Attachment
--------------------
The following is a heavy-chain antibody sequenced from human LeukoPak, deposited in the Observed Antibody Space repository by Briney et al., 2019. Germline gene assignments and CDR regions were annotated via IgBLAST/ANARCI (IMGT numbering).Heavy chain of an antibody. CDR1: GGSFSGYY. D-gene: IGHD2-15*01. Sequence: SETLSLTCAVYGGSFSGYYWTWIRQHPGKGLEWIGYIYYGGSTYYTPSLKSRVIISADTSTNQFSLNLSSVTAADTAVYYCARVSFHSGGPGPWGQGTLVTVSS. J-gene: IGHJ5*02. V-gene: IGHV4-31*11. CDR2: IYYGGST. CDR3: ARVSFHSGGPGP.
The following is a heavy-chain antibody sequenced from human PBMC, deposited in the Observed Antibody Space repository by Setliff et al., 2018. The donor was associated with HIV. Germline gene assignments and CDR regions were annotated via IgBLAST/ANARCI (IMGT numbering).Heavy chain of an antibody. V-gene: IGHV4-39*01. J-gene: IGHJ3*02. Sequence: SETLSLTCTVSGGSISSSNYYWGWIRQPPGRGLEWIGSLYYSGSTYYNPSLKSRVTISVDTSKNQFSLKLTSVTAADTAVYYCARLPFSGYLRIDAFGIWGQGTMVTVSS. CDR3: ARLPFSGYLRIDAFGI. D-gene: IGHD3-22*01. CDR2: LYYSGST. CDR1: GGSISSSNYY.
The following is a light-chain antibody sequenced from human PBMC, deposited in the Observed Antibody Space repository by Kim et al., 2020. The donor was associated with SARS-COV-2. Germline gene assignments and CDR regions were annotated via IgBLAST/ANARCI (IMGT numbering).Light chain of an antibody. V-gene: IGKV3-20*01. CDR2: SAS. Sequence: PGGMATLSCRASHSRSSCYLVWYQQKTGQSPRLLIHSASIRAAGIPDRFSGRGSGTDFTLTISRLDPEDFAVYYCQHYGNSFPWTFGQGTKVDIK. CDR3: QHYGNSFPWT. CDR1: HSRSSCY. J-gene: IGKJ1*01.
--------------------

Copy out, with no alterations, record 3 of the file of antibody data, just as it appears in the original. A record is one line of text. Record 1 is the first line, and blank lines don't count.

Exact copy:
The following is a light-chain antibody sequenced from human PBMC, deposited in the Observed Antibody Space repository by Kim et al., 2020. The donor was associated with SARS-COV-2. Germline gene assignments and CDR regions were annotated via IgBLAST/ANARCI (IMGT numbering).Light chain of an antibody. V-gene: IGKV3-20*01. CDR2: SAS. Sequence: PGGMATLSCRASHSRSSCYLVWYQQKTGQSPRLLIHSASIRAAGIPDRFSGRGSGTDFTLTISRLDPEDFAVYYCQHYGNSFPWTFGQGTKVDIK. CDR3: QHYGNSFPWT. CDR1: HSRSSCY. J-gene: IGKJ1*01.